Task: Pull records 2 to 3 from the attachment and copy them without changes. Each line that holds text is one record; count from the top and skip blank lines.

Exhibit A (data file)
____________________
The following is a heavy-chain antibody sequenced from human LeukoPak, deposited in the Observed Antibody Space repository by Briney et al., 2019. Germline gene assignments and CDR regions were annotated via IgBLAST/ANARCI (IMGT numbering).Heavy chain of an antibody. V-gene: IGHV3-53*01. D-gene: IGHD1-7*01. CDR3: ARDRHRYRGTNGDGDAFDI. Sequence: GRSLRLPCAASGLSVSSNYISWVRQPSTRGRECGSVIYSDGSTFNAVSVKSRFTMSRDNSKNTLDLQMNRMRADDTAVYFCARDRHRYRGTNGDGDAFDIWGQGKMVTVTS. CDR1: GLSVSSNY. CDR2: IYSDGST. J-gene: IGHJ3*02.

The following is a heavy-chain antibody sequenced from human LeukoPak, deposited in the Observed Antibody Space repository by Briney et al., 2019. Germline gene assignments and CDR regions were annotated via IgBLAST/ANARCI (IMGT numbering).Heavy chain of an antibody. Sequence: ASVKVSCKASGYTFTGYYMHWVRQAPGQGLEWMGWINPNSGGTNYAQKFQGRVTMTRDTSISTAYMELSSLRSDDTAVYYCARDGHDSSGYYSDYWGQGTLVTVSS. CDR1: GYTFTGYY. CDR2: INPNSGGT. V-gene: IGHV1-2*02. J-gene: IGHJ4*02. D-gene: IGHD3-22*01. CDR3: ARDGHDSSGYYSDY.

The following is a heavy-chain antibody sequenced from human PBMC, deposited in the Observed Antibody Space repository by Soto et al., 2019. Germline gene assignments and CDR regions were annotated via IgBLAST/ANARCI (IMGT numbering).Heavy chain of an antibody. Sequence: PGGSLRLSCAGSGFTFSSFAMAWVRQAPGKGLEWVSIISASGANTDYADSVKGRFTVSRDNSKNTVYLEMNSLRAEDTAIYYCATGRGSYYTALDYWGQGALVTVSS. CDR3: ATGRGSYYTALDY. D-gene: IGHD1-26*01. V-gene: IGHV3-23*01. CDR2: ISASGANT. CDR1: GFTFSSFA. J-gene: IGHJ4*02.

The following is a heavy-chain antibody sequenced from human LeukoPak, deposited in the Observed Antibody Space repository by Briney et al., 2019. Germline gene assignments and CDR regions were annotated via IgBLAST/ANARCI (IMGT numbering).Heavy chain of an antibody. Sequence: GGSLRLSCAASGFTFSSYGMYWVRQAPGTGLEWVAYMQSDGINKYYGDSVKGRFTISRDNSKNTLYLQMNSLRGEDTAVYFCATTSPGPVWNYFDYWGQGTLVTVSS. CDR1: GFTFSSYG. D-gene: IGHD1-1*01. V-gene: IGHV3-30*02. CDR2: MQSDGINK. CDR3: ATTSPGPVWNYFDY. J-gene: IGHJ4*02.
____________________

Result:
The following is a heavy-chain antibody sequenced from human LeukoPak, deposited in the Observed Antibody Space repository by Briney et al., 2019. Germline gene assignments and CDR regions were annotated via IgBLAST/ANARCI (IMGT numbering).Heavy chain of an antibody. Sequence: ASVKVSCKASGYTFTGYYMHWVRQAPGQGLEWMGWINPNSGGTNYAQKFQGRVTMTRDTSISTAYMELSSLRSDDTAVYYCARDGHDSSGYYSDYWGQGTLVTVSS. CDR1: GYTFTGYY. CDR2: INPNSGGT. V-gene: IGHV1-2*02. J-gene: IGHJ4*02. D-gene: IGHD3-22*01. CDR3: ARDGHDSSGYYSDY.

The following is a heavy-chain antibody sequenced from human PBMC, deposited in the Observed Antibody Space repository by Soto et al., 2019. Germline gene assignments and CDR regions were annotated via IgBLAST/ANARCI (IMGT numbering).Heavy chain of an antibody. Sequence: PGGSLRLSCAGSGFTFSSFAMAWVRQAPGKGLEWVSIISASGANTDYADSVKGRFTVSRDNSKNTVYLEMNSLRAEDTAIYYCATGRGSYYTALDYWGQGALVTVSS. CDR3: ATGRGSYYTALDY. D-gene: IGHD1-26*01. V-gene: IGHV3-23*01. CDR2: ISASGANT. CDR1: GFTFSSFA. J-gene: IGHJ4*02.